Municipalities generally have considerable discretion in the decision to extend utility services. [See 48 ALR222] In Tennessee, the dispositive case on the question of whether a utility must extend its service is Chandler Investment Co. v. Whitehaven Utility District, above. In that case the Court outlined the considerations that go into the question of whether a utility is required to make a main extension where the franchise or charter does not require the provision of utility services to all potential customers:
In the absence of an express provision in the franchise or charter obligation of a public service company requiring it to furnish the designated service to every inhabitant of such territory, the right of an inhabitant of such territory to demand an extension of service for his benefit is not absolute and unqualified but is to be determined by the reasonableness of the demand therefor under the circumstances involved. [At 611]
The Court at length then expounds on all the considerations upon which utility extension decisions can be made, including, the duty of the utility pursuant to its charter or other law, and the cost of making the extension in question.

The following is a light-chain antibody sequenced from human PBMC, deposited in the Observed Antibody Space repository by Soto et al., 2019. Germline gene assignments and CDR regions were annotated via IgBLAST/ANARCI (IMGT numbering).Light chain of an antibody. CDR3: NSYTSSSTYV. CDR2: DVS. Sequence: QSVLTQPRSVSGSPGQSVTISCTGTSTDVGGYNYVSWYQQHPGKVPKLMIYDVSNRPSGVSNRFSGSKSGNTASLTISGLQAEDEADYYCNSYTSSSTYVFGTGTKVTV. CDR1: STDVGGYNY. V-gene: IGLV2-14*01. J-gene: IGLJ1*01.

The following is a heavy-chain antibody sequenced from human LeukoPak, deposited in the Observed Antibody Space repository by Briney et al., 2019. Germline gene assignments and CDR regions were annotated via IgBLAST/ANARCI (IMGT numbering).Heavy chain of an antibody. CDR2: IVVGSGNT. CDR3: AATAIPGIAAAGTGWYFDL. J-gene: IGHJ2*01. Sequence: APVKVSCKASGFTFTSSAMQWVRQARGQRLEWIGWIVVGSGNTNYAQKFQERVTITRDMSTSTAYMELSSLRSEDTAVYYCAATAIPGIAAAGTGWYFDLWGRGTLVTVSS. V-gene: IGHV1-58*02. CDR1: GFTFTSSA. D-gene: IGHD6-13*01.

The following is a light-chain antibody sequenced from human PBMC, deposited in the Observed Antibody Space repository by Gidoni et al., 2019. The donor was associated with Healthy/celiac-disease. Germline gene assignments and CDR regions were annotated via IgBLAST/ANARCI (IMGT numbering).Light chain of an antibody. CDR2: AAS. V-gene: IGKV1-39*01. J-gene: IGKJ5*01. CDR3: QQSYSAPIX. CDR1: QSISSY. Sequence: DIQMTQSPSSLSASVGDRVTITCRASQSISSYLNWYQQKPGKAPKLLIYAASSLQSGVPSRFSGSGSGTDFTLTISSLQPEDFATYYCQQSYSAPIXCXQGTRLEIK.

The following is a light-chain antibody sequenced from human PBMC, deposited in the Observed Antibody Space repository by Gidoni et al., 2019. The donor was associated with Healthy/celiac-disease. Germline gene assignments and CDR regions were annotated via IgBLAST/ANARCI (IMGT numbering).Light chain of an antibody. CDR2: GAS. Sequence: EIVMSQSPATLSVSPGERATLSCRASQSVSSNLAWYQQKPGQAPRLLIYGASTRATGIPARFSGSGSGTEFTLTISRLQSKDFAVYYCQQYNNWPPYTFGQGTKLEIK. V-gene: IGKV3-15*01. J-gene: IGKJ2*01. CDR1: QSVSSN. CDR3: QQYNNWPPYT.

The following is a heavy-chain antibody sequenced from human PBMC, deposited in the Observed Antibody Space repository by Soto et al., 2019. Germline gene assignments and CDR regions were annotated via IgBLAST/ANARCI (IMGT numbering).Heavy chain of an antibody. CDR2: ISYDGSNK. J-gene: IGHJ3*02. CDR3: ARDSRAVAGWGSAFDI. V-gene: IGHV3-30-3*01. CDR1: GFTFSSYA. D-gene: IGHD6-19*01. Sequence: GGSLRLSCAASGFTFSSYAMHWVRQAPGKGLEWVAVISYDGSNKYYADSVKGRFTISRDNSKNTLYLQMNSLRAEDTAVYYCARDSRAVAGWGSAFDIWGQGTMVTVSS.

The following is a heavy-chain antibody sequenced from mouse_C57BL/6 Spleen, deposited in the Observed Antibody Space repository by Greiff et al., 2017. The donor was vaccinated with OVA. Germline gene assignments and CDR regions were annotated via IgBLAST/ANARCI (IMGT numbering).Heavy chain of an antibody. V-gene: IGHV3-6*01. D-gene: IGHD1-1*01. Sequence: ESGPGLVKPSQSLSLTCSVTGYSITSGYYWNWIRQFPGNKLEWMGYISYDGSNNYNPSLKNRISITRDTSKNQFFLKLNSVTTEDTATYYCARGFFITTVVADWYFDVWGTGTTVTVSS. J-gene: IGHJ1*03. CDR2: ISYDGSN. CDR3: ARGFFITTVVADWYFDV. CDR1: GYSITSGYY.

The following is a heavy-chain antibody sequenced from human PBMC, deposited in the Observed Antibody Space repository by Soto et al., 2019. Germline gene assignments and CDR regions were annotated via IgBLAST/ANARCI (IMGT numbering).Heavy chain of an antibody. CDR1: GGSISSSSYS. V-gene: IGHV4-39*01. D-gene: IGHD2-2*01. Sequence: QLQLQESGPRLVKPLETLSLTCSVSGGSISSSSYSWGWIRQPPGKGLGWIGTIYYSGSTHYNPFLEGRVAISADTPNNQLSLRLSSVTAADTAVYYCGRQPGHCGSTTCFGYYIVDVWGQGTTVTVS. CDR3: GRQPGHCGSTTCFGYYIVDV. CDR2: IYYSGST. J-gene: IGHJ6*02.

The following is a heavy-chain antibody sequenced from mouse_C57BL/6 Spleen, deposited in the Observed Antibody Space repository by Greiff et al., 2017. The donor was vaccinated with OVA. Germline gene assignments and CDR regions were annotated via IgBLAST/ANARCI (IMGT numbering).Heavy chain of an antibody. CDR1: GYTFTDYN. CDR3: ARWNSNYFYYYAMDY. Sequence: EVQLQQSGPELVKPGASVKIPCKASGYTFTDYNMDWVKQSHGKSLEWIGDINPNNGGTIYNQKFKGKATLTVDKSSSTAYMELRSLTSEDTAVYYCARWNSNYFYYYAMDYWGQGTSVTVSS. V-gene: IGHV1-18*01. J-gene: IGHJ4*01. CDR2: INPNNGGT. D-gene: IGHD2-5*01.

The reason I point to the law generally requiring the nondiscriminatory provision of utility services, and of the factors that go into making utility extensions decisions is that they probably ought to hover over every decision a utility makes, including the effect of the agreements it makes with a developer on those principles. We have seen that because cities operate their utilities in their proprietary capacities they can probably enter into agreements of the nature contained in your question. But Johnson City v. Milligan Utility District and Whitehaven point to the part the utility’s charter and/or franchise may play in whether a utility’s service decisions have a public or private character, and the latter declares that in the absence of rules contained in those documents, utility extension decisions are governed by the rule of reasonableness. I do not know the terms of any franchise that might be an issue, but none of the laws under which sewer systems in Tennessee can be established operated, including the city’s charter, appear to prohibit agreements of that nature. However, if the agreement permits either the city or the developer to charge tap fees that are discriminatory or unreasonable, I suspect the governmental-proprietary distinction could find itself thrown out the window.